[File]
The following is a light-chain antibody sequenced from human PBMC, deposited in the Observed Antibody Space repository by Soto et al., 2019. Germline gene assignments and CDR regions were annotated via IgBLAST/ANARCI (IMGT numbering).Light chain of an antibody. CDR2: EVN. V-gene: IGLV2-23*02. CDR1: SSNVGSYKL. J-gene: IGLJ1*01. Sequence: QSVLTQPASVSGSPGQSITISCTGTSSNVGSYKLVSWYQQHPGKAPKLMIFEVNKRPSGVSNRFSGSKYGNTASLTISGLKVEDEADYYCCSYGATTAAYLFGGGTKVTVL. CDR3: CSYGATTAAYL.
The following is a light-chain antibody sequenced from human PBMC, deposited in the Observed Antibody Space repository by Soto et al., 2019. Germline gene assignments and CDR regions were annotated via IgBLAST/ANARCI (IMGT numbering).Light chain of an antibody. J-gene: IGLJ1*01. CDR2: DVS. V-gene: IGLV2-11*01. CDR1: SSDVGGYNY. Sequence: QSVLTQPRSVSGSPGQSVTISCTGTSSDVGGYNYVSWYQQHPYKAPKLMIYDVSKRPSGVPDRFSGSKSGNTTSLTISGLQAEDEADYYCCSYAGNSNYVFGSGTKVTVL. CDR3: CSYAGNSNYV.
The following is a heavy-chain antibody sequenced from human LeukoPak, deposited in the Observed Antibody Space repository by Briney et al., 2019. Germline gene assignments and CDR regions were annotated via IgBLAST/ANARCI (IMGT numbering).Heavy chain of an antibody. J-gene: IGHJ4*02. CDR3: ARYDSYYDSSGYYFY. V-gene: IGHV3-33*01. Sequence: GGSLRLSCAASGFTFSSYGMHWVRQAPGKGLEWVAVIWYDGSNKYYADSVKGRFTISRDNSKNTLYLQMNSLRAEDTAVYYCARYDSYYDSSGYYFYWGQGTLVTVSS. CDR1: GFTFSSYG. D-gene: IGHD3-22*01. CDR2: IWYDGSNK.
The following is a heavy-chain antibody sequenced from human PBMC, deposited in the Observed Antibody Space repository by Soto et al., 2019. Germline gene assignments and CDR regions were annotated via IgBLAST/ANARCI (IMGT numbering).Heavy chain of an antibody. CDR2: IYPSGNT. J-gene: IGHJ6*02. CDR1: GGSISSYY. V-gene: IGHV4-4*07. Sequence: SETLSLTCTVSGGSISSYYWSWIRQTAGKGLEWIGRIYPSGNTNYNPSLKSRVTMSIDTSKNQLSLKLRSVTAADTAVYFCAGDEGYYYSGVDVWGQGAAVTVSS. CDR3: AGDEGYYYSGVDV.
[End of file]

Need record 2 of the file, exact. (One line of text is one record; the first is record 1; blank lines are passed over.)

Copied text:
The following is a light-chain antibody sequenced from human PBMC, deposited in the Observed Antibody Space repository by Soto et al., 2019. Germline gene assignments and CDR regions were annotated via IgBLAST/ANARCI (IMGT numbering).Light chain of an antibody. J-gene: IGLJ1*01. CDR2: DVS. V-gene: IGLV2-11*01. CDR1: SSDVGGYNY. Sequence: QSVLTQPRSVSGSPGQSVTISCTGTSSDVGGYNYVSWYQQHPYKAPKLMIYDVSKRPSGVPDRFSGSKSGNTTSLTISGLQAEDEADYYCCSYAGNSNYVFGSGTKVTVL. CDR3: CSYAGNSNYV.